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Hello, I'm Mrs. Adcock and today's lesson is on Burning Hydrocarbons.

We are going to be looking at the products made when we burn hydrocarbons in oxygen.

Today's lesson outcome is I can write balanced symbol equations for combustion reactions and describe the difference between complete and incomplete combustion.

Some keywords we will meet in today's lesson are combustion, complete combustion, hydrocarbons, and incomplete combustion.

Here you will find the keywords, each used within a sentence.

It would be a good idea to pause the video now and read through those sentences.

You might want to make a note of them so that you can refer back to them later in the lesson.

Today's lesson on Burning Hydrocarbons is split into three parts.

So first of all is combustion, followed by complete and incomplete combustion, and finally, we will be looking at writing balanced symbol equations for combustion.

Right, let's get started on combustion.

Natural gas, coal, and crude oil are all fossil fuels and fossil fuels are finite resources which means they are being used at a faster rate than they are produced.

Fossil fuels contain hydrocarbons which are molecules made of hydrogen and carbon atoms only.

Examples of hydrocarbons include methane which has the molecular formula CH4.

So you can see methane contains hydrogen and carbon atoms only.

Ethane which has the molecular formula C2H6 and propane which is a larger hydrocarbon.

It has three carbons and it has the molecular formula C3H8.

Humans burn fossil fuels to provide energy.

Some examples of where we burn fossil fuels include in cars, so we burn diesel and petrol, to cook food, and to generate electricity.

Can you think of any other examples of where we burn fossil fuels? Let's have a go at answering this question to check you have understood the learning so far.

Which of the following are hydrocarbons? Is it A, methane which has the molecular formula CH4, B, ethane which has the formula C2H6, C, propanol which has the formula C3H7OH, or D, butane, C4H8.

Now don't be put off by any unfamiliar names or formula there.

Just think about what you know about hydrocarbons and decide if each of those are hydrocarbons.

There may be more than one correct answer.

The correct answer is A, B, and D.

So well done if you chose A, B and D.

They are all hydrocarbons as they are molecules made up of hydrogen and carbon atoms only.

Burning is scientifically known as combustion and combustion requires three things which are shown in the fire triangle below.

So for combustion, we need heat, fuel, and oxygen.

Now heat could be the sun, or friction, or a spark.

They're all examples of a heat source, and then we need oxygen and fuel.

All three of those are required for combustion to occur.

Combustion is an example of an exothermic reaction and exothermic reactions are chemical reactions in which thermal energy is given out, and there's an image there showing combustion of wood.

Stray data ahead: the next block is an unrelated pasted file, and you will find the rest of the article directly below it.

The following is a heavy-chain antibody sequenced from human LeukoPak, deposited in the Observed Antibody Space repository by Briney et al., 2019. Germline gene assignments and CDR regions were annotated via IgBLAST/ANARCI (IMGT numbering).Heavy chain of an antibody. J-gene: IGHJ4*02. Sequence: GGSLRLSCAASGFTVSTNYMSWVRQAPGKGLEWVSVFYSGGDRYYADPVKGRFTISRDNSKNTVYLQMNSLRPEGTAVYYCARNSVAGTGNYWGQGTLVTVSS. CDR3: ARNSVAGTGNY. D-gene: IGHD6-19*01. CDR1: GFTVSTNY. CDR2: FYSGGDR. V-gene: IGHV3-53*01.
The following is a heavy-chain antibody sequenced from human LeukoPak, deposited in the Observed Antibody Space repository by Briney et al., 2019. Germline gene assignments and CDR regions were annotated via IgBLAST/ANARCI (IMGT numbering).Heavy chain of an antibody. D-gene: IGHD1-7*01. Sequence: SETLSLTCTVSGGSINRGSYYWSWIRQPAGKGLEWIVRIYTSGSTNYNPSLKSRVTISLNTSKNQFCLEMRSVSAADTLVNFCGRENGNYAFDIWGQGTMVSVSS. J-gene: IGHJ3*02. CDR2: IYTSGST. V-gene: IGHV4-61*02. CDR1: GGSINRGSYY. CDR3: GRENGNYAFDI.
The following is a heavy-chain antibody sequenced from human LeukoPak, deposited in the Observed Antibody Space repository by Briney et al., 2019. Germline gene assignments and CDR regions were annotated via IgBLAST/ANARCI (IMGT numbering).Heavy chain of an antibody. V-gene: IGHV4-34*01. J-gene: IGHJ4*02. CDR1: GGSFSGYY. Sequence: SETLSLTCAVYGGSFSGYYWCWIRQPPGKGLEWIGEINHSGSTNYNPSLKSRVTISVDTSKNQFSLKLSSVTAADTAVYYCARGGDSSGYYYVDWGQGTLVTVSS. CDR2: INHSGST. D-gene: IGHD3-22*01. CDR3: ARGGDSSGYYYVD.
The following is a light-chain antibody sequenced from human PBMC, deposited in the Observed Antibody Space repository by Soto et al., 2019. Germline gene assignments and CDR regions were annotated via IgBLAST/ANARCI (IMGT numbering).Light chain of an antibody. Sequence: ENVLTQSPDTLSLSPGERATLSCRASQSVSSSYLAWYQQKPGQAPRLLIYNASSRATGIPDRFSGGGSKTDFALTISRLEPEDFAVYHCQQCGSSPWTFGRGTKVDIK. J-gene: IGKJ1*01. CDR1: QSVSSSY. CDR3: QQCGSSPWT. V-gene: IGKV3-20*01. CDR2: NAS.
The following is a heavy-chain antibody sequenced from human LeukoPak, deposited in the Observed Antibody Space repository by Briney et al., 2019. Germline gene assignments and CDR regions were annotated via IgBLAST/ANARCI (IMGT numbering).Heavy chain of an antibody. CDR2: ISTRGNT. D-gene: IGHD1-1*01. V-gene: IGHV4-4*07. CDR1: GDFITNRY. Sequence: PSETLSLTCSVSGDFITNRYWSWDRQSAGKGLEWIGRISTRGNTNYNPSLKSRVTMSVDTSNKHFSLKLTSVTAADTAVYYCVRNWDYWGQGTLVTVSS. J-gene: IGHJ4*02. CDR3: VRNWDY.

The general equation for combustion is fuel and oxygen react together to produce carbon dioxide and water.

So if our fuel is a hydrocarbon, then the hydrogen in the fuel will react with oxygen to produce water and the carbon in the fuel will react with oxygen to produce carbon dioxide.

Now we can test for the presence of oxygen and carbon dioxide in the following ways.

So the test for oxygen is oxygen will relight a glowing splint and the test for carbon dioxide is that carbon dioxide, if you bubble it through limewater, then the limewater will turn cloudy.

We have a couple of video clips we can watch to show these tests for gases.

The first one is oxygen relighting a glowing splint.

Now we are going to watch a clip showing a test for carbon dioxide.

Time for a check.

What three things are required for combustion? Is it A, fuel, heat, and oxygen, B, fuel, heat and carbon dioxide, or C, fuel, water, and oxygen? The correct answer is A.

Well done if you chose A.

Fuel, heat, and oxygen are all required for combustion to take place.

Oxygen gas will A, make limewater turn cloudy, B, turn white and hydrous copper sulphate blue, or C, relight a glowing splint? Well done if you chose option C, oxygen will relight a glowing splint.

Option A is a test for carbon dioxide and option B is not one we've covered in today's lesson, but option B is a test for water.

We can identify the products of combustion by using the following lab equipment.

We've got a burning fuel.

In this case it's a candle.

Some iced water, so the tubes go from the burning fuel, pass through the iced water, and into some limewater.

Then at the top there, we have a tube that goes to a vacuum pump.

The vacuum pump will draw the products of combustion through the apparatus.

Let's look at the setup a little bit more closely.

The burning candle produces chemical products as it reacts with oxygen in the air.

So the candle will react with the oxygen to produce carbon dioxide and water.

As the products pass through the apparatus, any water vapour will condense here.

So we can see as the water vapour reaches that iced water, it will cool down and condense and then liquid water will be left in the bottom of that U-shaped tube.